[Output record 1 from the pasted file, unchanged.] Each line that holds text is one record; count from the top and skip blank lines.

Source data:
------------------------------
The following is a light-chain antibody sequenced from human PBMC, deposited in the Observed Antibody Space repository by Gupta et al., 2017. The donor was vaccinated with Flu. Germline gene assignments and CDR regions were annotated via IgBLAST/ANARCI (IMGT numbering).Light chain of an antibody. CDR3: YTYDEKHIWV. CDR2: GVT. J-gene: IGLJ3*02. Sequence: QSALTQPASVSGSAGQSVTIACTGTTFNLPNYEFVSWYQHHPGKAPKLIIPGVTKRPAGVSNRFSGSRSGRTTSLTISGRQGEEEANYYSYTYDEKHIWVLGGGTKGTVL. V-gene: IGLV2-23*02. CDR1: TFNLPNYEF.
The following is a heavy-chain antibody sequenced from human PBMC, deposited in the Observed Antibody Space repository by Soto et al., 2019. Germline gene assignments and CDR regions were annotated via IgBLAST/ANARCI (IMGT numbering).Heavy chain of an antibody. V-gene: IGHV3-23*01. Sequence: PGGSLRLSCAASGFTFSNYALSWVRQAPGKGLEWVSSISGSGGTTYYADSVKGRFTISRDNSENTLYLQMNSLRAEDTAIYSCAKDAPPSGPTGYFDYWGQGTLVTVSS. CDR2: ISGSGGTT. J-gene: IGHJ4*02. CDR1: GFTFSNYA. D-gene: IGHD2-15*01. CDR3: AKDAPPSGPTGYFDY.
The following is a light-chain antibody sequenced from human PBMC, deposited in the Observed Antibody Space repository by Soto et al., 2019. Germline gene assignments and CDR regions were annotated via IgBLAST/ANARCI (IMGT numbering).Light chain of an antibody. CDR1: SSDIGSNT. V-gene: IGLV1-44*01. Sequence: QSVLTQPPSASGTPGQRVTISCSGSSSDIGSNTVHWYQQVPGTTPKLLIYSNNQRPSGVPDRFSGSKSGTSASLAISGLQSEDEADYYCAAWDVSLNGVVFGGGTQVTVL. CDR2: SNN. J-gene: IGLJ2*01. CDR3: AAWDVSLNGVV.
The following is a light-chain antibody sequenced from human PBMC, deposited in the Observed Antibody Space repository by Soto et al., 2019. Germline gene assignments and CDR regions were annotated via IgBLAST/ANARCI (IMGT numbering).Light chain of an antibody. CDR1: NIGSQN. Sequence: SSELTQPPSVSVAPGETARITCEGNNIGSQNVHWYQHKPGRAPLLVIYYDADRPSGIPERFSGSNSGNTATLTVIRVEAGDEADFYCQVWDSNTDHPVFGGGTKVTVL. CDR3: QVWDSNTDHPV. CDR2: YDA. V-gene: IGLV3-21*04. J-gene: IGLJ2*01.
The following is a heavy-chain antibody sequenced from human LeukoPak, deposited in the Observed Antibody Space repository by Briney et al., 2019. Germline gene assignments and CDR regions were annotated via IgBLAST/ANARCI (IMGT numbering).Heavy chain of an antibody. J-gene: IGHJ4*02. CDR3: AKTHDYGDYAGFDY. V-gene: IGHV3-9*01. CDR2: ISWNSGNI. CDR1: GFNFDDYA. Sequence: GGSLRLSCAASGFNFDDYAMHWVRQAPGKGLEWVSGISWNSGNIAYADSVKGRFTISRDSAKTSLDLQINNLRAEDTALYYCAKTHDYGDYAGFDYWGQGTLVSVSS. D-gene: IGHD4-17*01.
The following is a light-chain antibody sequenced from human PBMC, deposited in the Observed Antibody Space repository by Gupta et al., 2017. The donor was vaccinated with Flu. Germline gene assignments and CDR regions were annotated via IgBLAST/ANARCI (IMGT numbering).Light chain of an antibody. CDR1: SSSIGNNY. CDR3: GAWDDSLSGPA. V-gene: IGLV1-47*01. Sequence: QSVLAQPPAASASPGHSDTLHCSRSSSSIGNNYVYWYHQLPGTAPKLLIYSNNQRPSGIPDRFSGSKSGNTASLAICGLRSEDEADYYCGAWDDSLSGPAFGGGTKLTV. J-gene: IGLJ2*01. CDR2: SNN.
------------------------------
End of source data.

The following is a light-chain antibody sequenced from human PBMC, deposited in the Observed Antibody Space repository by Gupta et al., 2017. The donor was vaccinated with Flu. Germline gene assignments and CDR regions were annotated via IgBLAST/ANARCI (IMGT numbering).Light chain of an antibody. CDR3: YTYDEKHIWV. CDR2: GVT. J-gene: IGLJ3*02. Sequence: QSALTQPASVSGSAGQSVTIACTGTTFNLPNYEFVSWYQHHPGKAPKLIIPGVTKRPAGVSNRFSGSRSGRTTSLTISGRQGEEEANYYSYTYDEKHIWVLGGGTKGTVL. V-gene: IGLV2-23*02. CDR1: TFNLPNYEF.